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How a Student’s Sketches Inspired Zach Braff’s Latest Film

IN APRIL 2018, Sam West stood on a red carpet for the premiere of a movie she’d inspired. Five months before, West (’19) had stumbled across a contest on Instagram, in which Adobe had invited college students across the country to submit an original poster design for a movie that didn’t yet exist. Adobe would partner with Hollywood to turn the poster into a real movie with real stars. On a whim, West adapted sketches from a CFA class into a poster for a movie titled In the Time It Takes to Get There and uploaded it to the social media platform. She won.

West’s poster—for an imaginary film billed above its title as “sooo quirky”—traces its roots to an assignment for a nonrepresentational painting course. West had been challenged “to spend $15 on anything we wanted at the Goodwill on Comm Ave, bring it back to the studio, and innovate. I was drawn to the innate narratives that surface when you group objects together,” she says. She sketched her thrift store items—scissors, a candle, a telephone—in muted shades and added an apple, pencil, and notepad. She intended the poster to be open to interpretation, “because I’m interested in the stories that we project onto things that don’t necessarily have innate narratives and what those stories, in turn, say about us,” she told the Boston Globe.

The contest was judged by actor, director, and screenwriter Zach Braff, best known for his Emmy-nominated turn on the NBC series Scrubs. He selected West’s poster out of more than 1,000 entries and wrote a film inspired by her design. “It was very unique, and it reminded me of an exercise we did in screenwriting class at Northwestern,” Braff told Muse by CLIO. “We were handed an old black-and-white photo and told to free-write for 15 minutes what was happening in the photograph. A story inspired by a photo. So I really liked the puzzle of trying to figure out how all of the objects in Sam’s design were related.”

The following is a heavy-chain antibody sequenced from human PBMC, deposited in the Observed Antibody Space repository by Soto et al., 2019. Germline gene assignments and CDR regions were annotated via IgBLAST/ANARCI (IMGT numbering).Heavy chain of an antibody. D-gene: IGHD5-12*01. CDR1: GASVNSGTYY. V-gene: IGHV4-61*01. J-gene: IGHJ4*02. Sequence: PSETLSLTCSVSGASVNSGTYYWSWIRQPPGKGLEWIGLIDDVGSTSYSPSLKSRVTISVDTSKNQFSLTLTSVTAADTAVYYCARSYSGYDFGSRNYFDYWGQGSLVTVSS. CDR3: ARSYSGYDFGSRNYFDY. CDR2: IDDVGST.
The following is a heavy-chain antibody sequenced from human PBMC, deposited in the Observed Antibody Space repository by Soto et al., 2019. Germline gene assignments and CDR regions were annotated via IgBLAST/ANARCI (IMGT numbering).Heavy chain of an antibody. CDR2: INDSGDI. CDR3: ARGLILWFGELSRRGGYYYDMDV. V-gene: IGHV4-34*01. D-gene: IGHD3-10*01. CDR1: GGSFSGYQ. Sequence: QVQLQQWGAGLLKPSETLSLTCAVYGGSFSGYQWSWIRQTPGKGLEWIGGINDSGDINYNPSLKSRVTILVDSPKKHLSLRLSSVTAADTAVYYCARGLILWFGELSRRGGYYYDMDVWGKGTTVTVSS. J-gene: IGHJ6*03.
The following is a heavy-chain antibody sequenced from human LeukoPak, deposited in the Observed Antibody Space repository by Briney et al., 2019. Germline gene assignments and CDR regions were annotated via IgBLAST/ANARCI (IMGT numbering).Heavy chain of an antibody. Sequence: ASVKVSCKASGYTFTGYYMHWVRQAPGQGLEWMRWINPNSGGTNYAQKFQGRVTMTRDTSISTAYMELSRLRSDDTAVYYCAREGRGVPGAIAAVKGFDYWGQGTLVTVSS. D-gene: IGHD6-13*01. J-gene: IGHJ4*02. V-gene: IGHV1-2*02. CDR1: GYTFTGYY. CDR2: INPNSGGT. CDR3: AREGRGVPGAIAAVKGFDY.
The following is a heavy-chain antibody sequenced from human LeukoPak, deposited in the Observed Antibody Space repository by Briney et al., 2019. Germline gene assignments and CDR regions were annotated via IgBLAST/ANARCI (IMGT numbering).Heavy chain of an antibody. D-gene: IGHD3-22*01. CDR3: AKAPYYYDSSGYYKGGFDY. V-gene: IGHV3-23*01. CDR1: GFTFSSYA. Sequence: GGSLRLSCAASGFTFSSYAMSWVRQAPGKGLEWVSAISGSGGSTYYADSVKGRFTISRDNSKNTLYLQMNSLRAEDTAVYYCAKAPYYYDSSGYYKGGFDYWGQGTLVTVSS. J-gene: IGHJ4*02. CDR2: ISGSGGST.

Adobe flew West to LA to participate in the two-day shoot for the film, which Braff also directed.

“Zach was really genuine,” West says. “I think he’s a really talented storyteller. My first day, he took out his phone to show me my poster was his lock screen.”

The 11-minute film stars Alicia Silverstone (Clueless), Florence Pugh (Little Women), and Leslie David Baker (The Office).

Set in the Victorian era, it’s an inventive, biting send-up of social media influencers and the power of celebrity in the digital era. The film’s director of photography was Mauro Fiore, the Academy Award–winning cinematographer for Avatar.

West’s behind-the-scenes glimpse into movie-making gave her a new appreciation for graphic design. “I learned a lot about the processes that go into bringing a story like this to life,” she says. “I love storytelling; that’s why I went into design. This project confirmed my belief that design is a part of everything.”